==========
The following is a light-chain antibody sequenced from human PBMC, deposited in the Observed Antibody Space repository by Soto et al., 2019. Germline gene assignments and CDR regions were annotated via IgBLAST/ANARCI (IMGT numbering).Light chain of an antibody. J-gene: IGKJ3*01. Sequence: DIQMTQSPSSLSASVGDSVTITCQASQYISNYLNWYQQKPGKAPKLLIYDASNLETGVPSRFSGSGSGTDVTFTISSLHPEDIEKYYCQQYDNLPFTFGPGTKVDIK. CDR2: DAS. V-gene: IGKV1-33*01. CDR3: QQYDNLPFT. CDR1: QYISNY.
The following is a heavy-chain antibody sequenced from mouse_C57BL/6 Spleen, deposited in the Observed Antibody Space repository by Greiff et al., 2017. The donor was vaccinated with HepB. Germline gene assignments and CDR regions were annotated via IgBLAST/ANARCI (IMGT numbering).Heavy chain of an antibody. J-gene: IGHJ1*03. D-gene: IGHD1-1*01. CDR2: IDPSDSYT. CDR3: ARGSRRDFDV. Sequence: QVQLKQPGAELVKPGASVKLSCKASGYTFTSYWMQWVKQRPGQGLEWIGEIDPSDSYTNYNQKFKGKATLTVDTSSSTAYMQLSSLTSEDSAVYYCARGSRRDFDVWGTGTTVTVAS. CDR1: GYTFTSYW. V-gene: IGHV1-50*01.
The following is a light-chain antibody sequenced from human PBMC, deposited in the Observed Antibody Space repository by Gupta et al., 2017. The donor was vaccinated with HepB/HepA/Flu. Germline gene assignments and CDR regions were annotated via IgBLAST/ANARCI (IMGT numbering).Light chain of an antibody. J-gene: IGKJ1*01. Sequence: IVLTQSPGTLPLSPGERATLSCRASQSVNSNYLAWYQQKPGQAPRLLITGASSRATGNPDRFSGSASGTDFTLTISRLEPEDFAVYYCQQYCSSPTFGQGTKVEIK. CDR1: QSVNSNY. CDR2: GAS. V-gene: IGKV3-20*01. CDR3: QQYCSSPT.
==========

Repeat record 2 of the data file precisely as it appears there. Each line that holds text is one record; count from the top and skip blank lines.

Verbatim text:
The following is a heavy-chain antibody sequenced from mouse_C57BL/6 Spleen, deposited in the Observed Antibody Space repository by Greiff et al., 2017. The donor was vaccinated with HepB. Germline gene assignments and CDR regions were annotated via IgBLAST/ANARCI (IMGT numbering).Heavy chain of an antibody. J-gene: IGHJ1*03. D-gene: IGHD1-1*01. CDR2: IDPSDSYT. CDR3: ARGSRRDFDV. Sequence: QVQLKQPGAELVKPGASVKLSCKASGYTFTSYWMQWVKQRPGQGLEWIGEIDPSDSYTNYNQKFKGKATLTVDTSSSTAYMQLSSLTSEDSAVYYCARGSRRDFDVWGTGTTVTVAS. CDR1: GYTFTSYW. V-gene: IGHV1-50*01.